WASHINGTON (AP) — Health and Human Services Secretary Sylvia Burwell said Wednesday the federal government could have performed "much better oversight" of the Dallas hospital where two health care workers caught Ebola after treating the first U.S. patient with the disease.
Burwell said the government is taking more steps to help prevent the spread of infection at the hospital, including more intensive training for workers and a 24-hour site manager to oversee how equipment is being put on and taken off.
She sidestepped questions about whether she had complete confidence in Dallas' Texas Health Presbyterian Hospital and whether the two infected workers should be transferred to one of four specialized hospitals. "We will keep all options and considerations right now," she said.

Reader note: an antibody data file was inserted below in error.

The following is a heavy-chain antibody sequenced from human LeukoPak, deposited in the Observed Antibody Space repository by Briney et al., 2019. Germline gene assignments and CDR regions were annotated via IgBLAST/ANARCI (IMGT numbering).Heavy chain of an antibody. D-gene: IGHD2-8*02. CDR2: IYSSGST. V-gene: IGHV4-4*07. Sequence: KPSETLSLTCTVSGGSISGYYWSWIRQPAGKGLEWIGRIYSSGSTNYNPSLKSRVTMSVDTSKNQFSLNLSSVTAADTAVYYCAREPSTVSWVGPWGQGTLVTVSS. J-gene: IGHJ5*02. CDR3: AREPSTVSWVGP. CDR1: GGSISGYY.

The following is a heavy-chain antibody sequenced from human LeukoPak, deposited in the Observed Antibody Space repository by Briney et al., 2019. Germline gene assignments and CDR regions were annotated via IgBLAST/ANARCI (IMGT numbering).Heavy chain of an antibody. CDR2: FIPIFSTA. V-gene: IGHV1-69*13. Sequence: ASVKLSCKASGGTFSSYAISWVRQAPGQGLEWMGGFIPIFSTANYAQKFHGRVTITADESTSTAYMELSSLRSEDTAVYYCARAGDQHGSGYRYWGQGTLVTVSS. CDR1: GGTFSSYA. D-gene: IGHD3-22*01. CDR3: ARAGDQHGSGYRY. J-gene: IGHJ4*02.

Burwell said the protocols now in place "are steps we know have worked over the years."
Burwell's remarks Wednesday on NBC's "Today" echoed comments made Tuesday by Dr. Tom Frieden, director of the Centers for Disease Control and Prevention.
The Texas Department of State Health Services said Wednesday that a second health care worker at the Dallas hospital has tested positive for the disease.
Anthony Fauci, director of the Institute of Allergy and Infectious Diseases, said Wednesday: "What happened there (in Dallas), regardless of the reason, is not acceptable. It shouldn't have happened."
Fauci told MSNBC he envisioned the CDC taking "a much more involved role" in establishing the proper training protocols for Ebola cases.